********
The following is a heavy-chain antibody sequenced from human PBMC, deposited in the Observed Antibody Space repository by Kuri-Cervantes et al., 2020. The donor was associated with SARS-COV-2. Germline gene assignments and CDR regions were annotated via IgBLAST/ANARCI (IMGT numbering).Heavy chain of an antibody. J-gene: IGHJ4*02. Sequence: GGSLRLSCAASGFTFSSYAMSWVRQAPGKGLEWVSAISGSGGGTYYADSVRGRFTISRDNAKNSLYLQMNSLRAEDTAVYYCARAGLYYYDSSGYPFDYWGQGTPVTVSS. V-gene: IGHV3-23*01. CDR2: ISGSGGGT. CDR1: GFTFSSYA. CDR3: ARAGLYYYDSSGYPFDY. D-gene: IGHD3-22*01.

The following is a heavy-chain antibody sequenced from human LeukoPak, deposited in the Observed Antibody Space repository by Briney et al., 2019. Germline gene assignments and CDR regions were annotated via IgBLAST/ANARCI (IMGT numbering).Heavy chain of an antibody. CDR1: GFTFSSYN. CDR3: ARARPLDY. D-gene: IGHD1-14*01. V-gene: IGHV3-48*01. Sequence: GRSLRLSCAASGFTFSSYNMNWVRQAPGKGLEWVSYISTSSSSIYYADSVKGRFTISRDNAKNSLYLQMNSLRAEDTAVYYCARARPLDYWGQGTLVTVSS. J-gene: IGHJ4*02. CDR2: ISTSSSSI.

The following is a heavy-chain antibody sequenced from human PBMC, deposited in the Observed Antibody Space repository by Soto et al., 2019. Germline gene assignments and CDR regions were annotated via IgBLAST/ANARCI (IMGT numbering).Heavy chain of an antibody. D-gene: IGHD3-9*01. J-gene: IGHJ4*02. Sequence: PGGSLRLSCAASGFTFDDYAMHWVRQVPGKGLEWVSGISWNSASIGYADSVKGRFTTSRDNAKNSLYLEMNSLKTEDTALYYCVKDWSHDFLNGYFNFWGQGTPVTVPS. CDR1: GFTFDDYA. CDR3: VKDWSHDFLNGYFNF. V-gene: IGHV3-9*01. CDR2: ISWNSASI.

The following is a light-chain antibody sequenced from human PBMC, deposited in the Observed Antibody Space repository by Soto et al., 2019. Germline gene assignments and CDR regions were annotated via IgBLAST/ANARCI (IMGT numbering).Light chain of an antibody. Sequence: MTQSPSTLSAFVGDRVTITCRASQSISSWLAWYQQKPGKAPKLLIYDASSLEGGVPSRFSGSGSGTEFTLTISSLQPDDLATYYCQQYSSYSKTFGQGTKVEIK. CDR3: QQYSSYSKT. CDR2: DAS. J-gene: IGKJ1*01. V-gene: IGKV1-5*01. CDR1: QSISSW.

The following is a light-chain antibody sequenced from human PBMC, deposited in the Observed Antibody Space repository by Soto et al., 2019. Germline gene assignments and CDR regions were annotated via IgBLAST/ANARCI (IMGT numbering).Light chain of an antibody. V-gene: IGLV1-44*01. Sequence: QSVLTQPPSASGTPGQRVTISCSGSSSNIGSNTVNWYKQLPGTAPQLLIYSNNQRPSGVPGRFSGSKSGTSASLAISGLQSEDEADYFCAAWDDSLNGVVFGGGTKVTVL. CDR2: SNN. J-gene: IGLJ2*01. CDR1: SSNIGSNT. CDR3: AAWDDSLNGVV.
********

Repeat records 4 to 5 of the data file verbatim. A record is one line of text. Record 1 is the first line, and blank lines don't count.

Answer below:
The following is a light-chain antibody sequenced from human PBMC, deposited in the Observed Antibody Space repository by Soto et al., 2019. Germline gene assignments and CDR regions were annotated via IgBLAST/ANARCI (IMGT numbering).Light chain of an antibody. Sequence: MTQSPSTLSAFVGDRVTITCRASQSISSWLAWYQQKPGKAPKLLIYDASSLEGGVPSRFSGSGSGTEFTLTISSLQPDDLATYYCQQYSSYSKTFGQGTKVEIK. CDR3: QQYSSYSKT. CDR2: DAS. J-gene: IGKJ1*01. V-gene: IGKV1-5*01. CDR1: QSISSW.

The following is a light-chain antibody sequenced from human PBMC, deposited in the Observed Antibody Space repository by Soto et al., 2019. Germline gene assignments and CDR regions were annotated via IgBLAST/ANARCI (IMGT numbering).Light chain of an antibody. V-gene: IGLV1-44*01. Sequence: QSVLTQPPSASGTPGQRVTISCSGSSSNIGSNTVNWYKQLPGTAPQLLIYSNNQRPSGVPGRFSGSKSGTSASLAISGLQSEDEADYFCAAWDDSLNGVVFGGGTKVTVL. CDR2: SNN. J-gene: IGLJ2*01. CDR1: SSNIGSNT. CDR3: AAWDDSLNGVV.